A review by Vanessa.
Traveling the earth for more than two millennia should give one a great sense of wisdom and a very significant mental leg up on everyone else around. So how is it that Atticus O’Sullivan finds himself square in the middle of someone else’s power struggle? That is just how it is when dealing with ancient Celtic Gods known as the Tuatha De Danann. In an attempt to stay away from them Atticus, a very old and possibly the last remaining Druid, has been hiding out in Tempe Arizona for the last several years. He wants nothing to do with them but when the Goddess of Death comes flying into your life, you listen. She warns him that an old rival who has been dogging Atticus for many centuries is coming for him. Even with the advance warning, Atticus finds himself pulled by Gods of old, both friend and foe, into a frightening culmination of centuries of animosity. His magic is old and powerful, and he has learned to wield it to create strong protections for himself but it may not be strong enough to defeat a God. His best hope is the magical sword he still holds known as Fragarach, the Answerer. It has the ability to cut down any enemy regardless of any magical protections, and also happens to be the source of the target on his back.
Lucky for him Atticus is not alone. His best friend Oberon, who happens to be an Irish wolfhound with a telepathic connection to him, is a loyal soldier ready to fight to keep him safe… as long as there is the possibility of a harem of poodles in the end. Atticus’s enemy is cunning and has no issue controlling some of the mortals in Tempe to force Atticus to give him the sword by any means necessary; including framing him for a crime and letting the police search through his things to find the sword. It is a good thing that Atticus has lawyers that just so happen to be a werewolf and vampire. On intimate terms with the Goddess of Death, the Goddess of the Hunt, earth elementals, a powerful werewolf pack, a coven of witches, and a beautiful bartender who is suspiciously more than she seems, the Druid just might prove very difficult to defeat.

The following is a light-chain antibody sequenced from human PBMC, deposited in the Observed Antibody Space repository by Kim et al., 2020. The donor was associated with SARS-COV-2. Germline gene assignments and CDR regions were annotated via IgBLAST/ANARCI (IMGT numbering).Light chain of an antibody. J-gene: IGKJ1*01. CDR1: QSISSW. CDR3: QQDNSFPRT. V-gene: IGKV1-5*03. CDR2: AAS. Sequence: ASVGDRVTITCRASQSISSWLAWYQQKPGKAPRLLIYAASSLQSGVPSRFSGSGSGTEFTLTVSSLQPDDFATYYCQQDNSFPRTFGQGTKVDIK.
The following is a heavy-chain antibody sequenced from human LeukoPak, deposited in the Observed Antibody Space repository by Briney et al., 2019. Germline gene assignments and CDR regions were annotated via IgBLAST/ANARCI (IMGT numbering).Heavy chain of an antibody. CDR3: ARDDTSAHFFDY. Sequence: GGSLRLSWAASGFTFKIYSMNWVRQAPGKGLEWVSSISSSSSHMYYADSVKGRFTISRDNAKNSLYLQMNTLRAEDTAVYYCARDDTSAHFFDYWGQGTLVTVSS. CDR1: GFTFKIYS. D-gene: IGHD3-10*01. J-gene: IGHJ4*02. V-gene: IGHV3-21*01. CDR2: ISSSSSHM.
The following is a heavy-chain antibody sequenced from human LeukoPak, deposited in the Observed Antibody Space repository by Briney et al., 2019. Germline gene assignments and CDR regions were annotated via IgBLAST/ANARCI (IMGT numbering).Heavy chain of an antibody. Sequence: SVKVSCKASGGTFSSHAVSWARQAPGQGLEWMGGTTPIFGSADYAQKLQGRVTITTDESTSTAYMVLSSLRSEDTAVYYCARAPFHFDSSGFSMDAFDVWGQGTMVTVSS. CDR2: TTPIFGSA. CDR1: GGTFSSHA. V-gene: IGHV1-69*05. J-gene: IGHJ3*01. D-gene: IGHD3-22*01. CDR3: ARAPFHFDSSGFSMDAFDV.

This was a fun read from beginning to end, no doubt. It had a depth of history and backstory that was delightfully engaging without being entirely overwhelming, although it skirted the line a couple of times. I found myself laughing right out loud on multiple occasions, thanks to the frequent comic relief provided by Oberon’s telepathic dialogue with Atticus. The Irish wolfhound was by far my favorite character. But there was no lack of interesting and engaging secondary characters to choose from. As my first foray with a male author into the world of Urban Fantasy I was very pleased with the experience. The book is classified as fantasy of course, but those of us rabid, loyal fans of Urban Fantasy can certainly recognize a fellow of the craft. The romantic entanglements of the main character do tend to hold a little less depth than one might desire, but it is not a detriment to the story in any way. Hearne’s storytelling is wonderful; he has given just enough in the first book of this series to get me completely hooked for the rest.
My rating: 4.5/5 stars.
This page contains affiliate links. Read our full disclosure here.